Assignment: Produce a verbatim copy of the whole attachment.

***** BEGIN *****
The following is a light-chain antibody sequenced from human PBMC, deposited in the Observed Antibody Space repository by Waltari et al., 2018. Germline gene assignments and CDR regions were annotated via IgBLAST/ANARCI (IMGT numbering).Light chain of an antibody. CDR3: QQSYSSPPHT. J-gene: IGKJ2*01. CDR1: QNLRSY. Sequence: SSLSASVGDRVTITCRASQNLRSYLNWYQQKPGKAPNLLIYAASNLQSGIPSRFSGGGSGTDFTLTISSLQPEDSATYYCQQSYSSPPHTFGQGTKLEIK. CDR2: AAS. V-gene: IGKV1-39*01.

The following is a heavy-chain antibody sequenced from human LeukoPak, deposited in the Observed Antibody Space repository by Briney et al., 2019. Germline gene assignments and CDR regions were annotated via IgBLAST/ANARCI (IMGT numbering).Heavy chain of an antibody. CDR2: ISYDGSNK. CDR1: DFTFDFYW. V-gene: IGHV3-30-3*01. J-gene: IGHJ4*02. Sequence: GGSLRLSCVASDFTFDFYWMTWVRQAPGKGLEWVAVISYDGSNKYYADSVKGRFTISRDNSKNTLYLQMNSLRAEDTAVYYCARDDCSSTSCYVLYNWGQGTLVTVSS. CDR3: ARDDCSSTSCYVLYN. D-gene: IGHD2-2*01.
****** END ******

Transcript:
The following is a light-chain antibody sequenced from human PBMC, deposited in the Observed Antibody Space repository by Waltari et al., 2018. Germline gene assignments and CDR regions were annotated via IgBLAST/ANARCI (IMGT numbering).Light chain of an antibody. CDR3: QQSYSSPPHT. J-gene: IGKJ2*01. CDR1: QNLRSY. Sequence: SSLSASVGDRVTITCRASQNLRSYLNWYQQKPGKAPNLLIYAASNLQSGIPSRFSGGGSGTDFTLTISSLQPEDSATYYCQQSYSSPPHTFGQGTKLEIK. CDR2: AAS. V-gene: IGKV1-39*01.

The following is a heavy-chain antibody sequenced from human LeukoPak, deposited in the Observed Antibody Space repository by Briney et al., 2019. Germline gene assignments and CDR regions were annotated via IgBLAST/ANARCI (IMGT numbering).Heavy chain of an antibody. CDR2: ISYDGSNK. CDR1: DFTFDFYW. V-gene: IGHV3-30-3*01. J-gene: IGHJ4*02. Sequence: GGSLRLSCVASDFTFDFYWMTWVRQAPGKGLEWVAVISYDGSNKYYADSVKGRFTISRDNSKNTLYLQMNSLRAEDTAVYYCARDDCSSTSCYVLYNWGQGTLVTVSS. CDR3: ARDDCSSTSCYVLYN. D-gene: IGHD2-2*01.